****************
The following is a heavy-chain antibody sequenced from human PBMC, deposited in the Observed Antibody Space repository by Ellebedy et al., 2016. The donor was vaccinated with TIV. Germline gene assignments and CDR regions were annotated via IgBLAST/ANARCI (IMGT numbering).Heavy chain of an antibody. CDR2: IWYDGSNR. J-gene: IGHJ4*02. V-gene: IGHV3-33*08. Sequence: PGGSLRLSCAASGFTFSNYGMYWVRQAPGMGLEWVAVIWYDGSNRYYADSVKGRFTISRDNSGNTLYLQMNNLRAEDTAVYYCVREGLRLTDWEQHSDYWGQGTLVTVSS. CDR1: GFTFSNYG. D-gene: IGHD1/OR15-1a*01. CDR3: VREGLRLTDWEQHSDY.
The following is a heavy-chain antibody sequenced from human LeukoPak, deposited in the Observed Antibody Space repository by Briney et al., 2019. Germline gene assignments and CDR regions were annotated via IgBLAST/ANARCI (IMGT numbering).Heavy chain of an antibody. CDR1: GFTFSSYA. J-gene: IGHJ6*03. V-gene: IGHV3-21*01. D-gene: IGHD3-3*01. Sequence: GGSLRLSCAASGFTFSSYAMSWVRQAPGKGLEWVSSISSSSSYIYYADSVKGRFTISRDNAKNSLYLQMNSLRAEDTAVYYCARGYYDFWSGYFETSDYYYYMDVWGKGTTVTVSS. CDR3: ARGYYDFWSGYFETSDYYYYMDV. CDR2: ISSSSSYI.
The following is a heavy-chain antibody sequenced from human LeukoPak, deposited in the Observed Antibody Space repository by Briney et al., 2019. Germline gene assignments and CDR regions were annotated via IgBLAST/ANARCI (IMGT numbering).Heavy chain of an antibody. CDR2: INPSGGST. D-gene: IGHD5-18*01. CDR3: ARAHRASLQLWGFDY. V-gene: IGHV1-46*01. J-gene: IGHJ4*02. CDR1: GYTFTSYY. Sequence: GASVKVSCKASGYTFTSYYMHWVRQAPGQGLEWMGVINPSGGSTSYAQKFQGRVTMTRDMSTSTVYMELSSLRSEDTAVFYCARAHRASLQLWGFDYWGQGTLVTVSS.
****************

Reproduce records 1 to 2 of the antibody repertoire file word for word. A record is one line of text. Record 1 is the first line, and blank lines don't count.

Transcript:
The following is a heavy-chain antibody sequenced from human PBMC, deposited in the Observed Antibody Space repository by Ellebedy et al., 2016. The donor was vaccinated with TIV. Germline gene assignments and CDR regions were annotated via IgBLAST/ANARCI (IMGT numbering).Heavy chain of an antibody. CDR2: IWYDGSNR. J-gene: IGHJ4*02. V-gene: IGHV3-33*08. Sequence: PGGSLRLSCAASGFTFSNYGMYWVRQAPGMGLEWVAVIWYDGSNRYYADSVKGRFTISRDNSGNTLYLQMNNLRAEDTAVYYCVREGLRLTDWEQHSDYWGQGTLVTVSS. CDR1: GFTFSNYG. D-gene: IGHD1/OR15-1a*01. CDR3: VREGLRLTDWEQHSDY.
The following is a heavy-chain antibody sequenced from human LeukoPak, deposited in the Observed Antibody Space repository by Briney et al., 2019. Germline gene assignments and CDR regions were annotated via IgBLAST/ANARCI (IMGT numbering).Heavy chain of an antibody. CDR1: GFTFSSYA. J-gene: IGHJ6*03. V-gene: IGHV3-21*01. D-gene: IGHD3-3*01. Sequence: GGSLRLSCAASGFTFSSYAMSWVRQAPGKGLEWVSSISSSSSYIYYADSVKGRFTISRDNAKNSLYLQMNSLRAEDTAVYYCARGYYDFWSGYFETSDYYYYMDVWGKGTTVTVSS. CDR3: ARGYYDFWSGYFETSDYYYYMDV. CDR2: ISSSSSYI.